|A Gulf Coast favorite, Redfish can be caught from Texas to the Carolinas. Redfish thrive in the salty, mangrove estuaries of the 10,000 Islands and Everglades National Park. Known for hard fighting, drag screaming pulls, redfish rank near the top of all targeted species in Southwest Florida.
The aggressive feeding habits of redfish make them an excellent target for anglers using flies, lures, or live baits. Redfish can tolerate a wide range of water temperatures which means they are active throughout the year.
A subtle presentation with a bucktail jig or soft plastic shrimp leads to a tight line. When the redfish are schooling on the outside points, multiple hookups come fast and furious. Shallow running crankbaits are deadly for redfish along oyster bars. They also will attack a topwater lure with a vengeance although the hookup ratio is not real high.
Redfish are ideal fly targets in the Southwest Florida. They can be found cruising the edges of oyster bars at low tide. In very shallow water, redfish will tip down to feed and expose their tail above the surface. This tailing action is a great time to lay the fly gently down in front of the fish. Shrimp and crab imitations, seaducers, clouser minnows and other crustacean flies are the top producers for redfish.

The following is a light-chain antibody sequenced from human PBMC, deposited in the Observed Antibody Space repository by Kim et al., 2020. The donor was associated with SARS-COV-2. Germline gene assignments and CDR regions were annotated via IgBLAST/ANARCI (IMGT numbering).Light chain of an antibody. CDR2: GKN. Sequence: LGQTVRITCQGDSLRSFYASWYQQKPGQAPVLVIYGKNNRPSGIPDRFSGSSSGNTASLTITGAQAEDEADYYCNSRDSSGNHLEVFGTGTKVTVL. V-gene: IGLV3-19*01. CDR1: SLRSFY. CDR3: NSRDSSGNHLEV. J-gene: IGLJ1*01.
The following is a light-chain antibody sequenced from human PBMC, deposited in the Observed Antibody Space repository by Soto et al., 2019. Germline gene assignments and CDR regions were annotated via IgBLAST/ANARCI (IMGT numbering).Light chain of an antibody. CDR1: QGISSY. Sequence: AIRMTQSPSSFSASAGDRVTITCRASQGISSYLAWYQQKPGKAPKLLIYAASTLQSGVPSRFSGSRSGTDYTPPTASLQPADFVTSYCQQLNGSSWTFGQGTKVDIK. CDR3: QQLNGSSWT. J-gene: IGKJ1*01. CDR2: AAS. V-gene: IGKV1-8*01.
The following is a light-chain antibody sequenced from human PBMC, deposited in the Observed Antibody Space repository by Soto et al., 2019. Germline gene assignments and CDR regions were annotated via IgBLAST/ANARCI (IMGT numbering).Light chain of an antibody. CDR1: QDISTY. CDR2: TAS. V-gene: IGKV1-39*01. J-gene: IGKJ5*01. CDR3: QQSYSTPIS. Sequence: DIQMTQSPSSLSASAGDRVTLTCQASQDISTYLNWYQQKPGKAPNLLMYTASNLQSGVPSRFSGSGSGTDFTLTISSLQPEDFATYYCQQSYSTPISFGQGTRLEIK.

Live baits are very effective for redfish. Baitfish are plentiful from the spring to the fall and redfish will gorge themselves on the helpless schools that wash in and out with the tides. During the cooler months, redfish are targeted with shrimp in the deeper holes of the 10,000 Islands. Their sense of smell makes them especially vulnerable to a crushed shrimp on the bottom.
Redfish use the mangroves of the 10,000 Islands and Everglades National Park as their playground. With a never ending supply of crabs and shrimp along with baitfish to feed on, these hard fighters are always seeking their next meal.